Results 1 to 2 of 2

Thread: Troops

    • Join Date: Nov 2006
    • Posts: 1


    I'm just wondering if the word "troops" always refers to a group.
    I thought that it did, and the dictionary seems to confirm that, but I've heard many news broadcasts lately where they use "troops" referring to individual soldiers. I'm thinking, if CNN is saying it that way, I must be wrong.

    Sorry if you've already discussed this, but I couldn't find anthing on it.


  1. curmudgeon's Avatar
    Key Member
    Retired English Teacher
    • Member Info
      • Native Language:
      • English
      • Home Country:
      • UK
      • Current Location:
      • UK

    • Join Date: Mar 2006
    • Posts: 1,657

    Re: Troops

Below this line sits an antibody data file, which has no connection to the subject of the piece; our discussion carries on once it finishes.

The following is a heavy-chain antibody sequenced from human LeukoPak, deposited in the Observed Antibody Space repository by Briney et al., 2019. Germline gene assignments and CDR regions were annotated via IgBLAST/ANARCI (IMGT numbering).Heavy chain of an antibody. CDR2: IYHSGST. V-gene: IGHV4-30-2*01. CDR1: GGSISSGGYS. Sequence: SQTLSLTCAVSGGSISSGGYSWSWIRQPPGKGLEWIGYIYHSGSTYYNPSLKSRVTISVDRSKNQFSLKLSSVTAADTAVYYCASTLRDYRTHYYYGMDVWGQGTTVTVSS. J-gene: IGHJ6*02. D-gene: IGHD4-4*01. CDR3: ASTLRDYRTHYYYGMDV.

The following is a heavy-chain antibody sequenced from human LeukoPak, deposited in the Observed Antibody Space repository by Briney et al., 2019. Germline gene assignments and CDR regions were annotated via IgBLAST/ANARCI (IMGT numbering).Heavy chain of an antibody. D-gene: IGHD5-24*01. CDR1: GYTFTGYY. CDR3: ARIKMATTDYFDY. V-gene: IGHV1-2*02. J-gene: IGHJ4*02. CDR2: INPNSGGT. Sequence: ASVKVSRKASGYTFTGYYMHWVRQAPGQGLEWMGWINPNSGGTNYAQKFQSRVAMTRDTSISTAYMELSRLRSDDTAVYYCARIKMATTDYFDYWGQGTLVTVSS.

A troop is a group of soldiers. Troops could be either the individual soldiers within the troop or a group of more than one troop. Troops when used to refer to individual soldiers within a troop may be an abbreviation of trooper(s)

    CNN might say; American troops came under fire (meaning a group) or 3 British troops were killed today or a British troop was injured. I suppose the context helps to identify wkether it is singular or plural.

    If you 'Google' troop, troops, you will find this subject widely discussed. Heres one to get you started

    The Grammarphobia Blog: On "troop" and "troops"

Similar Threads

  1. Biographical narrative
    By Anon in forum Ask a Teacher
    Replies: 1
    Last Post: 23-Oct-2005, 09:53
  2. adjective after noun
    By notmyname216 in forum Ask a Teacher
    Replies: 4
    Last Post: 09-Aug-2005, 06:21


Posting Permissions

  • You may not post new threads
  • You may not post replies
  • You may not post attachments
  • You may not edit your posts